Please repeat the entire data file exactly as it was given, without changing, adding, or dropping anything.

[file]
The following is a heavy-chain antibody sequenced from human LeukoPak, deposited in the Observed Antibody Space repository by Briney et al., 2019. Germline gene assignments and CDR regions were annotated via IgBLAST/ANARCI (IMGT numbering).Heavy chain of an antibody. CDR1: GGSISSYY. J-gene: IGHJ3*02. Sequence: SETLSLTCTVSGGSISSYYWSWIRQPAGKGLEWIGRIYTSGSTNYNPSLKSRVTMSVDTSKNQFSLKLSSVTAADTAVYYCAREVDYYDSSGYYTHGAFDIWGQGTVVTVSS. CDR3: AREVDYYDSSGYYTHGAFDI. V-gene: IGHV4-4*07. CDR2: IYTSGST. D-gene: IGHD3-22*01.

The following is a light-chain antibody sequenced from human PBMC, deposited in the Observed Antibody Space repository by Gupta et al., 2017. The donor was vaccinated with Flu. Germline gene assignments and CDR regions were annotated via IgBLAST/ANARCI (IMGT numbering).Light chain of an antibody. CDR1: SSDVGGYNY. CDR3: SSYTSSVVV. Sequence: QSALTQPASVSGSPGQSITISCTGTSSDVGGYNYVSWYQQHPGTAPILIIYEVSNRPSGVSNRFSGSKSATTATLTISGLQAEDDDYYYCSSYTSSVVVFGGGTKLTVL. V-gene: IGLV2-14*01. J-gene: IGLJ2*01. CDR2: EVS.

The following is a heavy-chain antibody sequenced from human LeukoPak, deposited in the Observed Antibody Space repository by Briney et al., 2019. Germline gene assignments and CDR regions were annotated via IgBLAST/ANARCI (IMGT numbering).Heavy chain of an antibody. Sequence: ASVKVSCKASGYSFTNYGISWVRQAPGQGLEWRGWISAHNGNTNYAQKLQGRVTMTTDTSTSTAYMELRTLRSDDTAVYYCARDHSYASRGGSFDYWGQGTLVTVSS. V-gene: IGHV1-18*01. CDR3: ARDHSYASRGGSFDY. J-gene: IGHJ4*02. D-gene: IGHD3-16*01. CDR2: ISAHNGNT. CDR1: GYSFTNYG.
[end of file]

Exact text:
The following is a heavy-chain antibody sequenced from human LeukoPak, deposited in the Observed Antibody Space repository by Briney et al., 2019. Germline gene assignments and CDR regions were annotated via IgBLAST/ANARCI (IMGT numbering).Heavy chain of an antibody. CDR1: GGSISSYY. J-gene: IGHJ3*02. Sequence: SETLSLTCTVSGGSISSYYWSWIRQPAGKGLEWIGRIYTSGSTNYNPSLKSRVTMSVDTSKNQFSLKLSSVTAADTAVYYCAREVDYYDSSGYYTHGAFDIWGQGTVVTVSS. CDR3: AREVDYYDSSGYYTHGAFDI. V-gene: IGHV4-4*07. CDR2: IYTSGST. D-gene: IGHD3-22*01.

The following is a light-chain antibody sequenced from human PBMC, deposited in the Observed Antibody Space repository by Gupta et al., 2017. The donor was vaccinated with Flu. Germline gene assignments and CDR regions were annotated via IgBLAST/ANARCI (IMGT numbering).Light chain of an antibody. CDR1: SSDVGGYNY. CDR3: SSYTSSVVV. Sequence: QSALTQPASVSGSPGQSITISCTGTSSDVGGYNYVSWYQQHPGTAPILIIYEVSNRPSGVSNRFSGSKSATTATLTISGLQAEDDDYYYCSSYTSSVVVFGGGTKLTVL. V-gene: IGLV2-14*01. J-gene: IGLJ2*01. CDR2: EVS.

The following is a heavy-chain antibody sequenced from human LeukoPak, deposited in the Observed Antibody Space repository by Briney et al., 2019. Germline gene assignments and CDR regions were annotated via IgBLAST/ANARCI (IMGT numbering).Heavy chain of an antibody. Sequence: ASVKVSCKASGYSFTNYGISWVRQAPGQGLEWRGWISAHNGNTNYAQKLQGRVTMTTDTSTSTAYMELRTLRSDDTAVYYCARDHSYASRGGSFDYWGQGTLVTVSS. V-gene: IGHV1-18*01. CDR3: ARDHSYASRGGSFDY. J-gene: IGHJ4*02. D-gene: IGHD3-16*01. CDR2: ISAHNGNT. CDR1: GYSFTNYG.